One of the priciest aspects of a road trip is food, especially not having access to your own kitchen. This results in people eating out for most meals, or subsisting on overpriced gas station snacks for extended periods of time. I’ve had a few meals where I’ve decided to splurge when I was with friends. While fun every once in a while, it is pretty mind-blowing that one meal and a few drinks cost the same as a week’s worth of food from the supermarket.
I’ll admit, peanut butter and jelly sandwiches do get dull after a while. However, I’d rather lose a little originality in my diet and gain a lot of originality in my environment. Of course, shopping wisely goes a long way towards maintaining variety in a diet while sticking to a budget. While traveling, I tend to cut out meat, as it is more expensive and harder to cook on the fly. Fruits, vegetables, bread, and cereal are all cheap ways to get your nutrients and calories.
I also try to stay at a place with a common kitchen every once in a while to spice things up. I’ll take advantage of having a kitchen at an Airbnb or at a hostel to meal prep for at least the next few days. For those living the van life and have a kitchen, y’all better know how good you have it.
Use Pigly Budget Planner to Create and Stick to a Budget
Budgets are annoying. I’ll admit I have a problem with keeping an eye on my budget. I’ll accidentally spend way more money than planned, and then just turn a blind eye and pretend that everything is okay. I know I’m not the only one. In reality, saving money while traveling starts long before the trip even starts.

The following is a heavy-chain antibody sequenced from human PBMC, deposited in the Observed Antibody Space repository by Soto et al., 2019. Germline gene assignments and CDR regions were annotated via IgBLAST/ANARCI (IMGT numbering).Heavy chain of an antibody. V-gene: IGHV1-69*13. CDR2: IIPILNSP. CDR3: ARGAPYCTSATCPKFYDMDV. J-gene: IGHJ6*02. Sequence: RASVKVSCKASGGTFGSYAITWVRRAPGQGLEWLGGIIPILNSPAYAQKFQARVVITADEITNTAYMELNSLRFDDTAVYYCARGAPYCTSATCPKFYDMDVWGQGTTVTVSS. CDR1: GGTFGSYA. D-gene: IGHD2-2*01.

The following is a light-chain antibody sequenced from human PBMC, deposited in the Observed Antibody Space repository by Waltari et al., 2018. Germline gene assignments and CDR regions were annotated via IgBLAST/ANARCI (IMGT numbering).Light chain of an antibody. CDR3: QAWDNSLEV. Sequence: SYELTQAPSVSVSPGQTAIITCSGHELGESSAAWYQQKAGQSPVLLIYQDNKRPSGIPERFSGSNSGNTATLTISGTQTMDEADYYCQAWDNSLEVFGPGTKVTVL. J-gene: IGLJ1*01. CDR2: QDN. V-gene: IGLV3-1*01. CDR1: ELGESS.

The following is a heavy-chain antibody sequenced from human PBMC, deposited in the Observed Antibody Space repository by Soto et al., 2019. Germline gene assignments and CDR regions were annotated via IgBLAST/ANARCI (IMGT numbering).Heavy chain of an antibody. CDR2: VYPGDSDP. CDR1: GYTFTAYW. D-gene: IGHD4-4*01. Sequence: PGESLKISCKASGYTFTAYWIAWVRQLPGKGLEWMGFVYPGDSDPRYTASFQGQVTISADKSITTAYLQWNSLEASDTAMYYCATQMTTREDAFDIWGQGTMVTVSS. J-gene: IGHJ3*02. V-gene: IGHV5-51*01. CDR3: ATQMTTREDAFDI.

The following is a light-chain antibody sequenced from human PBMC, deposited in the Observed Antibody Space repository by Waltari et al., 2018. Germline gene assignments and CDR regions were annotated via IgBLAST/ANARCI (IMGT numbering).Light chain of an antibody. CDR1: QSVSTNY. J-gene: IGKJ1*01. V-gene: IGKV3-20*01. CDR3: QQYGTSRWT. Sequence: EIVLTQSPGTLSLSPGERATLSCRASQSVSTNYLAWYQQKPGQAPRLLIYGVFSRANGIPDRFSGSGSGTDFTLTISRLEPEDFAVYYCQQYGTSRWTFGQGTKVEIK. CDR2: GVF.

One of the best tools you can use to help you budget for travel is Pigly’s Personal Budget Planner. While budgeting can seem like a chore, Pigly makes it easy and already has plenty of tools to help you out. Managing your money well beforehand is huge to even having the funds to go on the adventure of your dreams.
Budgeting isn’t the only tool you’ll find on Pigly, either. Pigly has an opportunity cost calculator where you can enter something you plan on giving up, and it gives you an idea of how much you can save when you give that up. For example, giving up smoking not only results in tens of thousands of dollars saved throughout the years, but Pigly will also calculate the opportunity cost of if you were to put that saved money towards investments. Saving $20,000 on cigarettes in 10 years quickly turns into $30,000 or more when you realize how you could be investing that money.
There are quite a few budgeting tools if you just browse through Pigly’s website. It’s great for any occasion, and not just budgeting for a road trip. Best of all, Pigly is free. It’s an amazing budgeting tool because there are so many resources for almost anything you could think of.
Working Remotely or From “Home”? Invest.
Speaking of investing, let’s talk about investing real quick. If you’re lucky enough to be getting a paycheck during this time, try to set some of it aside if you can. I’ve met quite a few people who have abstained from renewing their leases to be able to travel. With remote work becoming the norm, it makes a lot of sense. Seriously, living nomadically can often be cheaper than living in one place. I’ve never been one for comfort, if you couldn’t tell by how devoutly I adhere to the backpacker life. I sacrifice comfort to save money, and then invest that money into experiences and well, actual investments. From property to stocks to virtual currency, I try to diversify where my money goes.